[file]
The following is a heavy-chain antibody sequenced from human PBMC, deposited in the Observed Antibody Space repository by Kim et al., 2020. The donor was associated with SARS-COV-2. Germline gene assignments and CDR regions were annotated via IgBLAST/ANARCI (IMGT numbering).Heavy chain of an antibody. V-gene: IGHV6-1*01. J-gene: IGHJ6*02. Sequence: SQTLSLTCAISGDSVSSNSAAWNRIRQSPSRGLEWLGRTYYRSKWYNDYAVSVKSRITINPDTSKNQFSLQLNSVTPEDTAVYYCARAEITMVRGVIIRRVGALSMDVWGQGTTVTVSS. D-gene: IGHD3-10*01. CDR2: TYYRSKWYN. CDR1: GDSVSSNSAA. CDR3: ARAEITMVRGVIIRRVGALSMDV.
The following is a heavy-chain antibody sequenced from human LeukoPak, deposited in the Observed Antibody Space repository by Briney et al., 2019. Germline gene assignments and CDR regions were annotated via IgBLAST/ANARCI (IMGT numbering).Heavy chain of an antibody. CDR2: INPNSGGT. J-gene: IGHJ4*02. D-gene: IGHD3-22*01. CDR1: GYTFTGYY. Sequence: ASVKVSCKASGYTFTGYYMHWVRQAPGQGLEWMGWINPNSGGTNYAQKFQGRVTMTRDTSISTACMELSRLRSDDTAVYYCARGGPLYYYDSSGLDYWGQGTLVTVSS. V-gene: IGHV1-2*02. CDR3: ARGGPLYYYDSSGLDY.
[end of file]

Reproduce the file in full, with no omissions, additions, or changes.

The following is a heavy-chain antibody sequenced from human PBMC, deposited in the Observed Antibody Space repository by Kim et al., 2020. The donor was associated with SARS-COV-2. Germline gene assignments and CDR regions were annotated via IgBLAST/ANARCI (IMGT numbering).Heavy chain of an antibody. V-gene: IGHV6-1*01. J-gene: IGHJ6*02. Sequence: SQTLSLTCAISGDSVSSNSAAWNRIRQSPSRGLEWLGRTYYRSKWYNDYAVSVKSRITINPDTSKNQFSLQLNSVTPEDTAVYYCARAEITMVRGVIIRRVGALSMDVWGQGTTVTVSS. D-gene: IGHD3-10*01. CDR2: TYYRSKWYN. CDR1: GDSVSSNSAA. CDR3: ARAEITMVRGVIIRRVGALSMDV.
The following is a heavy-chain antibody sequenced from human LeukoPak, deposited in the Observed Antibody Space repository by Briney et al., 2019. Germline gene assignments and CDR regions were annotated via IgBLAST/ANARCI (IMGT numbering).Heavy chain of an antibody. CDR2: INPNSGGT. J-gene: IGHJ4*02. D-gene: IGHD3-22*01. CDR1: GYTFTGYY. Sequence: ASVKVSCKASGYTFTGYYMHWVRQAPGQGLEWMGWINPNSGGTNYAQKFQGRVTMTRDTSISTACMELSRLRSDDTAVYYCARGGPLYYYDSSGLDYWGQGTLVTVSS. V-gene: IGHV1-2*02. CDR3: ARGGPLYYYDSSGLDY.